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Cementing future health problems?

For many Indian labourers there is no option but to work in often unclean, unsafe environments. They risk long-term health implications to stave off the potential for immediate health issues due to poverty and malnourishment. More and more case studies spotlight the dangerous work that is undertaken by many Indians simply in order to survive.

Image ID : 24065405 Copyright : jarous
Heavy industry has repeatedly received criticism from the media for lapsed safety standards, putting workers at risk

Recent reports have shown the high levels of conditions such as silicosis in India’s mining communities or asbestosis among ship breakers. These diseases are being found to be far more prevalent among the poor who work in these environments, a group that is far less likely to be able to afford proper healthcare to address these conditions.

In yet another example of the hazards plaguing so many occupations in India, a recent study by the All India Institute of Medical Sciences (AIIMS) has found that labourers at construction sites who handle cement or are exposed to it are at high risk of contracting skin infections owing to the presence of harmful chemicals.

Several samples of cement taken as part of the study found that it contained potassium dichromate and hexavalent chromium, chemicals known to cause skin irritation. While this may seem a minor ailment when compared to the potential for lung disorders in those exposed to asbestos, the symptoms can become far more severe.

A long list of conditions such as cement burns, toxic paronychia, subungual necrosis, folliculitis and petechiae may occur. This is  well as allergic reactions in those that possess allergies for any of the present chemicals.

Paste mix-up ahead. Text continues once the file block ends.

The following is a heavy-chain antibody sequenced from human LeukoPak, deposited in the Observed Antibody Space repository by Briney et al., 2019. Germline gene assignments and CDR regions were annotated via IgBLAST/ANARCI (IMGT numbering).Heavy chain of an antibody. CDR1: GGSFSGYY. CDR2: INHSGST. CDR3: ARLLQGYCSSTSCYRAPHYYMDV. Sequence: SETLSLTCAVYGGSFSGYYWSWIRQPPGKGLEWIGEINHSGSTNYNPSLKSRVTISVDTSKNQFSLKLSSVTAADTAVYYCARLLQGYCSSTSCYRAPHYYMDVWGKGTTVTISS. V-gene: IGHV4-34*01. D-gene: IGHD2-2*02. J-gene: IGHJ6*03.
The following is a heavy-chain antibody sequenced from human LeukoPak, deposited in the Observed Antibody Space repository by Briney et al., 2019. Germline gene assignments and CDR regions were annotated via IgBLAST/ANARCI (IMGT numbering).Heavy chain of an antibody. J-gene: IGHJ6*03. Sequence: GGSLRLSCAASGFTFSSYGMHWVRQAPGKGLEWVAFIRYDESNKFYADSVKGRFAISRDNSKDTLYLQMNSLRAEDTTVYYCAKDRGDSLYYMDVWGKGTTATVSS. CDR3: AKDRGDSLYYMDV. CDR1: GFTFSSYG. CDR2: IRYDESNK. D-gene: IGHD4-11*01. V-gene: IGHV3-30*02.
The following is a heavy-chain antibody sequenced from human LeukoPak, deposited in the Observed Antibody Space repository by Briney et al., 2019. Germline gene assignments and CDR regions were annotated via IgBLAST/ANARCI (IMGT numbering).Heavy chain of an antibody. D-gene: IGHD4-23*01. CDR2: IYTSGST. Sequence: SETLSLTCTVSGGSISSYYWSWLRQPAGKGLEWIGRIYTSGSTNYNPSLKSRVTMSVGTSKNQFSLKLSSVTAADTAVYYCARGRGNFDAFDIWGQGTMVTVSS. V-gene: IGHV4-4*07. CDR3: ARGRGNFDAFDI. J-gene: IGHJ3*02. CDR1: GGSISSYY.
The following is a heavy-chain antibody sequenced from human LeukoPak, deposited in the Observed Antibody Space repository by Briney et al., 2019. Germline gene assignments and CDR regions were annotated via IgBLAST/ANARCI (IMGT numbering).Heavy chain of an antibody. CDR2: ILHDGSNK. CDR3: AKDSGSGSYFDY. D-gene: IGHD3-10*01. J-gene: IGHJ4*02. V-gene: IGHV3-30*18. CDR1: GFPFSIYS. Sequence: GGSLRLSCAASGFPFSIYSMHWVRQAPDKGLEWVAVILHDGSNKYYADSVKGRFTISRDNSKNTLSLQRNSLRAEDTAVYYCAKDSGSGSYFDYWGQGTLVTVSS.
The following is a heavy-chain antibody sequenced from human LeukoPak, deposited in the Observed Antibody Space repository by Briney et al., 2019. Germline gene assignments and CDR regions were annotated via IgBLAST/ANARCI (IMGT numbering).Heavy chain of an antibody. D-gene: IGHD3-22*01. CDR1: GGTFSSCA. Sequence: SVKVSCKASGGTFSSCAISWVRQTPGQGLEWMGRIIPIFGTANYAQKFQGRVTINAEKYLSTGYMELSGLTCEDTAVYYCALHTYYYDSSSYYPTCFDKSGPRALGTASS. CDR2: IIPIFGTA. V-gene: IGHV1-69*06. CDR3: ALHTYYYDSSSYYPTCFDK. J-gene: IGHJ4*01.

Medical complications arise due to workers not acknowledging the initial symptoms, instead leaving the damage to accumulate before seeking medical help. “The initial symptoms emerge after working for several months. But the construction workers tend to ignore this as they are not aware of the health hazards. At AIIMS, many patients who have been working for more than two years have come with severely damaged skin,” said Dr Kaushal Verma, a key researcher on the study.

Treatment duration extends significantly if the symptoms of many of these conditions are not caught in their early phases. This increases the costs to the workers and often requires multiple trips to medical facilities, this may not be an option for those who cannot afford to take time away from work.

As in the case with silicosis, the only solution to the situation is an increase in safety protocol for workers. In this case, simple solutions such as the use of protective gear could go a long way in averting skin contact with the cement. Worker’s health must be prioritised, as many may be incurring medical bills exceeding their own wages.

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